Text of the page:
Delayed-blogging 18 Doughty Street

by Stephen Tall on October 17, 2006

Well, I survived my first 18 Doughty Street experience. Quite enjoyed it, too. Whether viewers did, I’ve no idea. I’m typing this on the train back from Paddington to Oxford, and haven’t yet looked at the Vox Politix blog to see what the reaction’s been.

Iain Dale had been a gentleman and given us – me, Alex Hilton (aka Recess Monkey) and Phil Hendren (aka Dizzy Thinks, who was a bit disturbed to discover I’m also an Evertonian) – advance warning of the topics up for discussion. So I knew he was going to start with Michael Brown’s disputed £2.4m donation to the Lib Dems. My defence of the party – that the worst we were guilty of was stupidity/naivety, and that even that wasn’t proven – was probably a tad over-defensive.

But for me this is the crux of the issue. Cash-for-peerages – if it happened – is about corruption. Michael Brown is just embarrassing, with the (remote?) possibility that it might also be expensive.

The discussion wandered onto state funding of political parties – which all of us opposed, though I suggested there was a case for funding some specifics, such as the printing of manifestos and party political broadcasts. Ie, stuff which aims to inform the public, rather than (eg) the dire tribalism of advertising billboards.

Next up was the story in today’s/yesterday’s The Times suggesting Labour has skewed hospital closures towards seats represented by the Tories and Lib Dems. (Fortunately I’d nabbed a discarded copy of the demi-Thunderer on the train, so at least knew the paper’s version.)

Impossible to know the fairness or otherwise of the story – but I would be amazed if political pressure were absent from the decision-making process. If so, I don’t imagine Labour is uniquely guilty… Perhaps the only news about this particular story is that, for once, we’ve found out about it? There’s only one right response to this story, regardless of party: if there have to be hospital closures – and there will be from time to time as health-care advances and patients’ needs vary – it must always and everywhere be on the basis solely of clinical care.

We touched briefly upon Labour minister Phil Woolas’s intemperate comments, prematurely urging the sacking of teaching assistant Aishah Azmi before her employment tribunal has yet reported. All of us agreed he should have kept his nose firmly out. I didn’t quite succeed in making the point that liberals are always and everywhere about allowing people to be what they want, un-enslaved by conformity (or ignorance and poverty, for that matter). But I hope it was kinda implicit in what I said.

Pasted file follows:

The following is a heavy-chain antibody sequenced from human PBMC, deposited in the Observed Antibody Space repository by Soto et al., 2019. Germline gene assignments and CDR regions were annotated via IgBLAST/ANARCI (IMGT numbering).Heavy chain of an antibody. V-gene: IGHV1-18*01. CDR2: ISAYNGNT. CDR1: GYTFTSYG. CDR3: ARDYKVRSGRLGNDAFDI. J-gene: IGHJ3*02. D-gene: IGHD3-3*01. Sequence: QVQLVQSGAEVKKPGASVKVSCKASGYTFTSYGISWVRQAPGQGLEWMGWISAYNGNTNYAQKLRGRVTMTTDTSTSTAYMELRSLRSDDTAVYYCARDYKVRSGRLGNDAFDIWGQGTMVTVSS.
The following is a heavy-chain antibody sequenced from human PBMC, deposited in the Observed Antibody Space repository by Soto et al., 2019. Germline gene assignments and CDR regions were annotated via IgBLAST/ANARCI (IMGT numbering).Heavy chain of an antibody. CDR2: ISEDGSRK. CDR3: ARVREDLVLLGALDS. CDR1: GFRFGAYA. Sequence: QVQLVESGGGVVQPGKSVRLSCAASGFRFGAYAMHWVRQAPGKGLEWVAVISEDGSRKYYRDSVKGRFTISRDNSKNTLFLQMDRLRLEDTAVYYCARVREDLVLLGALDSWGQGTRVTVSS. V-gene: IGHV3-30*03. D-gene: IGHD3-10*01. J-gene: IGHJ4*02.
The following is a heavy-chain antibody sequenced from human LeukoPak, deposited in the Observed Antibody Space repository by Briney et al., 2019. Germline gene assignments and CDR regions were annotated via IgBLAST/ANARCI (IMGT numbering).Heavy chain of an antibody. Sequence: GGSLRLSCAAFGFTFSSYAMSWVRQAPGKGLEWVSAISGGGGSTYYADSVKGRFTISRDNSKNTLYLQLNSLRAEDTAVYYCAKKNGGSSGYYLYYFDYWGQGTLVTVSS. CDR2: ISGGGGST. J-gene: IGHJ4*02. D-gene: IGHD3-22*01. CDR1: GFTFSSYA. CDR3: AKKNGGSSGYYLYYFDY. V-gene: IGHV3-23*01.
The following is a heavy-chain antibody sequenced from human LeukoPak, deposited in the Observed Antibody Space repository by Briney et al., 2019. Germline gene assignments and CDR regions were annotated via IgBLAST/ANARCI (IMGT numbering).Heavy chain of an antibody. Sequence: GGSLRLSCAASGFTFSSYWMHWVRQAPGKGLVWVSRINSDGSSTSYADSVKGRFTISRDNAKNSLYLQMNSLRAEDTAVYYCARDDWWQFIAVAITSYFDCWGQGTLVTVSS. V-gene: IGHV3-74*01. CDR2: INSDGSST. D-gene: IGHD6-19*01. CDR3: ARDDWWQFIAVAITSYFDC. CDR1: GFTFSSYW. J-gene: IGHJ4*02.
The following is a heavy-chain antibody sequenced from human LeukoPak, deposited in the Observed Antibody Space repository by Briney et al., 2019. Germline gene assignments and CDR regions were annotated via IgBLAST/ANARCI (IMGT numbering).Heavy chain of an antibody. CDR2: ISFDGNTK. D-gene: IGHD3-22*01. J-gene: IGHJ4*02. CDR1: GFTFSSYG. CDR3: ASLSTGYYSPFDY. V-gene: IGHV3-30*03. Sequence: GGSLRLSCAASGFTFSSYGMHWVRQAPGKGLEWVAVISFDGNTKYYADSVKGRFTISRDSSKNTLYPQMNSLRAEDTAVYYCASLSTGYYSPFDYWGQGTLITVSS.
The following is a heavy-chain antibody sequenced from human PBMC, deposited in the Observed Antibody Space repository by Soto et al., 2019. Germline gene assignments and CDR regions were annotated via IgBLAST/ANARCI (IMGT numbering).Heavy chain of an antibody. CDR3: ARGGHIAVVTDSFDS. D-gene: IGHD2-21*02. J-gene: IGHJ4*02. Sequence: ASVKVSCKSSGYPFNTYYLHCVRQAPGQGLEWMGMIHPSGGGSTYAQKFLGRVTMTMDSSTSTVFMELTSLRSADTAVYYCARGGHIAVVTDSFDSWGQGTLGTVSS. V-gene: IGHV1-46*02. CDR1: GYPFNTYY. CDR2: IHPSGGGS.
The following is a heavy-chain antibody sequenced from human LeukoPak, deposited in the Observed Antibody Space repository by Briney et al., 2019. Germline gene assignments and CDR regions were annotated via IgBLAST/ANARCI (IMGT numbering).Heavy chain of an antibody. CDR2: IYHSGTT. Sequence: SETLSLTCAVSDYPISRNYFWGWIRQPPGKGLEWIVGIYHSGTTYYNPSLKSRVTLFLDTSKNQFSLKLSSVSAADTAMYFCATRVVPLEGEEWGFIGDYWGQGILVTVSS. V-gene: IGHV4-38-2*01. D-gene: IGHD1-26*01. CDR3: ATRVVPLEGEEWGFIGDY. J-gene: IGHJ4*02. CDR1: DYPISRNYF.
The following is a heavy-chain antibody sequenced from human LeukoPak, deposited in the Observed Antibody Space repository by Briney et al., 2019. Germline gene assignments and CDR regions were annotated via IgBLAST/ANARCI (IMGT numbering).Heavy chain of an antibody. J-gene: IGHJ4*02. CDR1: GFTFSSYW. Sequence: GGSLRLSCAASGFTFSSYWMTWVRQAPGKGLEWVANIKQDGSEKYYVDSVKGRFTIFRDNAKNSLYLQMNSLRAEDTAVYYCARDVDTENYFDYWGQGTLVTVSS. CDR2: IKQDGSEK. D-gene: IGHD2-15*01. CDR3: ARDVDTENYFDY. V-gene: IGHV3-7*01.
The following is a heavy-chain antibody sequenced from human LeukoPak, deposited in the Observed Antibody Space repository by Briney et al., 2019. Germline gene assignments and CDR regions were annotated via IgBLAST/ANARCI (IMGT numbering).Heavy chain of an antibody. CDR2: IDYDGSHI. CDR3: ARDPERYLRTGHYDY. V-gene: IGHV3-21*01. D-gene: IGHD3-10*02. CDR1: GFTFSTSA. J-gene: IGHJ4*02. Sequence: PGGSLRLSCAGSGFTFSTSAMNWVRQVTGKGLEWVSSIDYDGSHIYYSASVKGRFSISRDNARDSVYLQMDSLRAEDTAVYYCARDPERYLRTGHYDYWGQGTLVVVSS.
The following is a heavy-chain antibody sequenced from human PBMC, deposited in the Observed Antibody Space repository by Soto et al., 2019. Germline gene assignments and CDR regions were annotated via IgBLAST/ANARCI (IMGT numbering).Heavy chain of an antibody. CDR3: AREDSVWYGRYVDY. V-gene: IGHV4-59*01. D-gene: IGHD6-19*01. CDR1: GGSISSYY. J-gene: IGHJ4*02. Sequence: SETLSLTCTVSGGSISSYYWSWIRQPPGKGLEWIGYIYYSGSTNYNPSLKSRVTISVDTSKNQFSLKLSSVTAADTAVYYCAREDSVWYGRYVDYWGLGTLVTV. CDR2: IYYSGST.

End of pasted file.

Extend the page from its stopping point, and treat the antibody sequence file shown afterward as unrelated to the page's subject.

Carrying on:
One point I did get to make – which I half-blogged yesterday, but didn’t post – was my fed-upness with Labour MPs saying they’re ‘starting a debate’, but then refusing to state their views – like naughty boys ringing a doorbell and running away. Step forward Peter Hain and Shahid Malik, who spent most of Sunday mouthing this empty platitude when defending Mr Woolas.

Finally, I had the mild embarrassment of my homage to Webcameron being broadcast as a prelude to talking about how the Internet is transforming politics. (It did at least give me the opportunity to deliver a live-on-air apology to my parents for my unclothedness.)

All too clearly, politicians are still feeling their way into the Internet age, unsure either of the limits or the extent of its reach. As a result, folk like Sion Simon – the Labour MP whose one-joke YouTube spoof of Webcameron, caused faux-outrage last week – have come a cropper. Yet in France, the likely Socialist presidential candidate Segolene Royal has embraced blogging via her ‘Future Wishes’ site, with huge success. The web has the power to stymie a political career, or to launch one. So small wonder risk-averse politicians are regarding it sceptically.

All done in an hour. Think/hope I avoided dropping a clanger or making too many sweeping generalisations with scant regard to fact. And I’m returning home with a dinky little video camera to enable me to become one of 18 Doughty Street’s citizen reporters. Only trouble is I have to be in work at 8 am tomorrow/today.

PS: I’m aiming to stitch together some of the video footage I scrabbled together while I was there to offer you, my loyal readers, some behind-the-scenes footage of what really takes place at Tim Montgomerie and Iain Dale’s house of ill repute.

However, as everyone was on their best behaviour the moment I switched my camera on you’re getting considered sound-bites, rather than any back-stage bitches or last minute hitches. And, though Guido Fawkes was there lurking, I didn’t even try to capture him on film. I know he has standards. Or something.